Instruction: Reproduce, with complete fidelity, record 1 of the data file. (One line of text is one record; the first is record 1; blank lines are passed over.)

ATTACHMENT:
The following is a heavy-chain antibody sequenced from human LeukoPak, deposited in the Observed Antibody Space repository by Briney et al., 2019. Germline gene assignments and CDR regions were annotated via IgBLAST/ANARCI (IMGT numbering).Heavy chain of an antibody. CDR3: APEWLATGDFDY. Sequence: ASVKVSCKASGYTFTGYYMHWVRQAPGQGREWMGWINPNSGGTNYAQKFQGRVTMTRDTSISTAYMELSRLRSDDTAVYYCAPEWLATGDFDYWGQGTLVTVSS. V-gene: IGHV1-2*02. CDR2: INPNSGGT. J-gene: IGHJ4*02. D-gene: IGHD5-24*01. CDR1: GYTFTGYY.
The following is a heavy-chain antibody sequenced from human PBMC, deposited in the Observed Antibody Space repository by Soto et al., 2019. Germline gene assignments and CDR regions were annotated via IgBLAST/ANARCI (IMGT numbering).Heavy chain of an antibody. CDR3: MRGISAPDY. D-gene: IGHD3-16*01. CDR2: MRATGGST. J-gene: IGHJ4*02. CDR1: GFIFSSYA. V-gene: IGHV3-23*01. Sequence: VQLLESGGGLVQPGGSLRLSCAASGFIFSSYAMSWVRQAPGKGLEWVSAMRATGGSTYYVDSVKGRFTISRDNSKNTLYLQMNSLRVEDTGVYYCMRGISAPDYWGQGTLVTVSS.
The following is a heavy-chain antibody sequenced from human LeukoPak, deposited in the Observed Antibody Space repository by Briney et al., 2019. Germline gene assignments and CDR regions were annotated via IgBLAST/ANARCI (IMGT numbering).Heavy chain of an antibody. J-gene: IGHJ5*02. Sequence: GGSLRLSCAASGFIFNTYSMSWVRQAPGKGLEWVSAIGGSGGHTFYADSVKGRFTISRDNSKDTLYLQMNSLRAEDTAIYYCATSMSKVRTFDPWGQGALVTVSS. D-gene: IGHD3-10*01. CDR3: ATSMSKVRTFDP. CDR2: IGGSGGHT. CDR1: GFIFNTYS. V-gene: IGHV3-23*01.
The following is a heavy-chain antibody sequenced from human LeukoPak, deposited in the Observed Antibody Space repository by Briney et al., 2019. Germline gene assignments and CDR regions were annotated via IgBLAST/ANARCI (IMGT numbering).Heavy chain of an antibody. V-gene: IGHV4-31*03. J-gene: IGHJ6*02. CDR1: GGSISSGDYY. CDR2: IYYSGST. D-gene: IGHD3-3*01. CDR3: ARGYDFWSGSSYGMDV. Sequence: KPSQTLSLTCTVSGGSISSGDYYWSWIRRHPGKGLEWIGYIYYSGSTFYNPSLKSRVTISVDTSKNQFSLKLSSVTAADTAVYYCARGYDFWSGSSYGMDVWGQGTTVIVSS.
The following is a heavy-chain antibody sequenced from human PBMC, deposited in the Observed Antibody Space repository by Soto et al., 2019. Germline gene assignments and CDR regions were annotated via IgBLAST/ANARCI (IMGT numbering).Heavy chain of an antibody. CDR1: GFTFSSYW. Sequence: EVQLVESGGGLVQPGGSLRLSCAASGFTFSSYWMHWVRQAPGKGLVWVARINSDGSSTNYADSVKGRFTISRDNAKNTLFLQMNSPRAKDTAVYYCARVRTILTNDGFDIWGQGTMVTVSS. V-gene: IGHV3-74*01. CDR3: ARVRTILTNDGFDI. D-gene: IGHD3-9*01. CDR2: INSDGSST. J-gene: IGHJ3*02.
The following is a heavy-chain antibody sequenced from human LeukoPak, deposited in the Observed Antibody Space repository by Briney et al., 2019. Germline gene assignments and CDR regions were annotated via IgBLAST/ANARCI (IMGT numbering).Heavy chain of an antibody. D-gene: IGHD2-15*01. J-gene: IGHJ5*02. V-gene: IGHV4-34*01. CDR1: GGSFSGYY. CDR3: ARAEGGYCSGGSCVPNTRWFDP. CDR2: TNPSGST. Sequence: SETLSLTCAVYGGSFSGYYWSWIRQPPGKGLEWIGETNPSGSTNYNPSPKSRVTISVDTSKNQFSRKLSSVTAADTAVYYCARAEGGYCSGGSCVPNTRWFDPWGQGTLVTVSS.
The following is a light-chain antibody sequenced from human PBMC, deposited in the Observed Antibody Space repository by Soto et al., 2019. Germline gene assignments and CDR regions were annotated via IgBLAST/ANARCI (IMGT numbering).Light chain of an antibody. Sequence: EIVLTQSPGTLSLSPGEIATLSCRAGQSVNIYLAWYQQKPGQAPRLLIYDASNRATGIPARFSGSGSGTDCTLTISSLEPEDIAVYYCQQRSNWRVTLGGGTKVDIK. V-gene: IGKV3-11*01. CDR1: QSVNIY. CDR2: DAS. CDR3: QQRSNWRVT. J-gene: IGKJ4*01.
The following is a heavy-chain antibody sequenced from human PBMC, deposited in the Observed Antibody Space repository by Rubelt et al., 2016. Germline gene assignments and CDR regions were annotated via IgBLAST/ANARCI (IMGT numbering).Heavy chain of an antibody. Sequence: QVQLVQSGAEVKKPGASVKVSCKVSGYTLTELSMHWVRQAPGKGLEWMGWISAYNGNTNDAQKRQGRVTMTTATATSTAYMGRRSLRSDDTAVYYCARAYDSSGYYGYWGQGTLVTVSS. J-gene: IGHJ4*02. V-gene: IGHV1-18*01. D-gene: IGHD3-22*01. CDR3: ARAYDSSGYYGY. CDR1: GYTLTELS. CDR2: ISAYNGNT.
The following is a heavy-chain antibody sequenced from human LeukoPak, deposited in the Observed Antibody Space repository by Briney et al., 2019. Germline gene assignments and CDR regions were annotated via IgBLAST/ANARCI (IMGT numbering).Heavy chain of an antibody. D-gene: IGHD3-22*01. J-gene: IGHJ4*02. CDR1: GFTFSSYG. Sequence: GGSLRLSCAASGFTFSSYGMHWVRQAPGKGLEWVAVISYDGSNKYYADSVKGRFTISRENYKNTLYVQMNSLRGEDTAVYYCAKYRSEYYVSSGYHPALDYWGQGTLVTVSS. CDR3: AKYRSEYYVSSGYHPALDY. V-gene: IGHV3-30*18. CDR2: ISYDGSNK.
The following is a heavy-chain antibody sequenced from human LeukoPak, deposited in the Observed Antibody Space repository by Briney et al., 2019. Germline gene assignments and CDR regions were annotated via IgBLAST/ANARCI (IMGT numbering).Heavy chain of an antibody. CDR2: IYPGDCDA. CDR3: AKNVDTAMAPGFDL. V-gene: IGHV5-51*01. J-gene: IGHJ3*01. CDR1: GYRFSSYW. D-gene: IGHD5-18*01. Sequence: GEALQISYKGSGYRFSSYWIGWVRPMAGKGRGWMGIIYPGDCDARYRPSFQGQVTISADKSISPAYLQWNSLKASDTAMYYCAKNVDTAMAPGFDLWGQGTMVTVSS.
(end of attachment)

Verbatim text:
The following is a heavy-chain antibody sequenced from human LeukoPak, deposited in the Observed Antibody Space repository by Briney et al., 2019. Germline gene assignments and CDR regions were annotated via IgBLAST/ANARCI (IMGT numbering).Heavy chain of an antibody. CDR3: APEWLATGDFDY. Sequence: ASVKVSCKASGYTFTGYYMHWVRQAPGQGREWMGWINPNSGGTNYAQKFQGRVTMTRDTSISTAYMELSRLRSDDTAVYYCAPEWLATGDFDYWGQGTLVTVSS. V-gene: IGHV1-2*02. CDR2: INPNSGGT. J-gene: IGHJ4*02. D-gene: IGHD5-24*01. CDR1: GYTFTGYY.